ANGINA PECTORIS.

ANGINA PECTORIS.

829 if mere examination of blood films is sufficient, it is important that we know the fact as soon as possible. I am, Sir, yours faithfully, Colwall...

172KB Sizes 1 Downloads 75 Views

829

if mere examination of blood films is sufficient, it is important that we know the fact as soon as possible. I am, Sir, yours faithfully, Colwall, April 12th, 1915.

MARY H. WILLIAMS.

To the Editor of THE LANCET.

SIR,-The

very

interesting report

of

a

case

of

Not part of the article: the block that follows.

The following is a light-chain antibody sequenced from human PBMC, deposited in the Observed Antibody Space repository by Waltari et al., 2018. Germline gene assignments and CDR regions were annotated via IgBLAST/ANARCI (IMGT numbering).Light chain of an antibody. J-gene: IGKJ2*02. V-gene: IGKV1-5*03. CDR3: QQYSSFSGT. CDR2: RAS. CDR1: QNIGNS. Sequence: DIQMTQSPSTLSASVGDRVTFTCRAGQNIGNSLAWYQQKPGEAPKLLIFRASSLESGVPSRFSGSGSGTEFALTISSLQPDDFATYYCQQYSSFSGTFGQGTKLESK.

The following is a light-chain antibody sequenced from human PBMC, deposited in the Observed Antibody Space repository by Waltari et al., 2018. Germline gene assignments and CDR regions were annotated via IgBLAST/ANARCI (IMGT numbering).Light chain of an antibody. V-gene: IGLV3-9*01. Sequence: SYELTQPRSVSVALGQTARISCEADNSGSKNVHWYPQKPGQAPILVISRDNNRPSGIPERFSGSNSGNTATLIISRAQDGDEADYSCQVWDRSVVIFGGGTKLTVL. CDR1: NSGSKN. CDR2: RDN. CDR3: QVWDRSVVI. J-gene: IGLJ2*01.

excellent convalescent homes abundantly provide for an uncomplicated recovery, but, as you suggest, there are a very large number of cases in which a continuance of special care and treatment is needful. Experience has shown that spas and other health resorts are the proper places for these cases. The treatment at health resorts of military cases has been amply justified already in this country, although, happily, on a comparatively small scale. We need only refer to such common conditions as